Advances in Quaternary Entomology addresses the science of fossil insects by demonstrating their immense contribution to our knowledge of the paleoenvironmental and climatological record of the past 2.6 million years. In this comprehensive survey of the field, Scott A. Elias recounts development of scholarship, reviews the fossil insect record from Quaternary deposits throughout the world, and points to rewarding areas for future research. The study of Quaternary entomology is becoming an important tool in understanding past environmental changes. Most insects are quite specific as to habitat requirements, and those in non-island environments have undergone almost no evolutionary change in the Quaternary period. We therefore can use their modern ecological requirements as a basis for interpreting what past environments must have been like.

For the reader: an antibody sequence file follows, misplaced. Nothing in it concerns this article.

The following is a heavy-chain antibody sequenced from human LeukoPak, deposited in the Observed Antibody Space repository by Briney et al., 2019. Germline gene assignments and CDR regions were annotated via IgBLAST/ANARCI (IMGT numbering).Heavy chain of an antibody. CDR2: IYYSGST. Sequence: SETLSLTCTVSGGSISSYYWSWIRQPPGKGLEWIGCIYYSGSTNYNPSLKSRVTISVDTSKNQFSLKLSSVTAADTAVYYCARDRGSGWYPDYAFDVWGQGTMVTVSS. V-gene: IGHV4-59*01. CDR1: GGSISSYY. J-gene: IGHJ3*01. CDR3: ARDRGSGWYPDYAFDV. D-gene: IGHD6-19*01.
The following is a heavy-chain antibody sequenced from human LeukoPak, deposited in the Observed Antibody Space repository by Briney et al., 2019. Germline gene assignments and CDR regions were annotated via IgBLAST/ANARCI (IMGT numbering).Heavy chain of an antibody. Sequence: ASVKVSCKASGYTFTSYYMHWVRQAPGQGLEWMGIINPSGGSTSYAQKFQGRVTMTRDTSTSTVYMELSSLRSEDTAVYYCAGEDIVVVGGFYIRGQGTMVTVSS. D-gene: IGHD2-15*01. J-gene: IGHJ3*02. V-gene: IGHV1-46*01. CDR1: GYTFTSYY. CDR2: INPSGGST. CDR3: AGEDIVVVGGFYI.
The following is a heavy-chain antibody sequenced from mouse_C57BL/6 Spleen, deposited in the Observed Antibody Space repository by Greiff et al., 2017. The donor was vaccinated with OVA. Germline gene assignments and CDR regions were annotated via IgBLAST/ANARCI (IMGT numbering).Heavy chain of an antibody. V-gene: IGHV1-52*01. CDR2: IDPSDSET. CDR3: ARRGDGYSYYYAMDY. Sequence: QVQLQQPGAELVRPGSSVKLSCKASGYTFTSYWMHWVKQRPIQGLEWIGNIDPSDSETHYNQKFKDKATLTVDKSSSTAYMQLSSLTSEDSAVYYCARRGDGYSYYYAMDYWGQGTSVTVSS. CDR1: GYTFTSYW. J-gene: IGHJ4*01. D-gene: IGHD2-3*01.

* describes and identifies principal characteristics of fossil insect groups of the Quaternary period
* Ties Quaternary insect studies to the larger field of paleoecology
* offers global coverage of the subject with specific regional examples
* illustrates specific methods and procedures for conducting research in Quaternary Entomology
* offers unique insight into overlying trends and broader implications of Quaternary climate change based on insect life of the period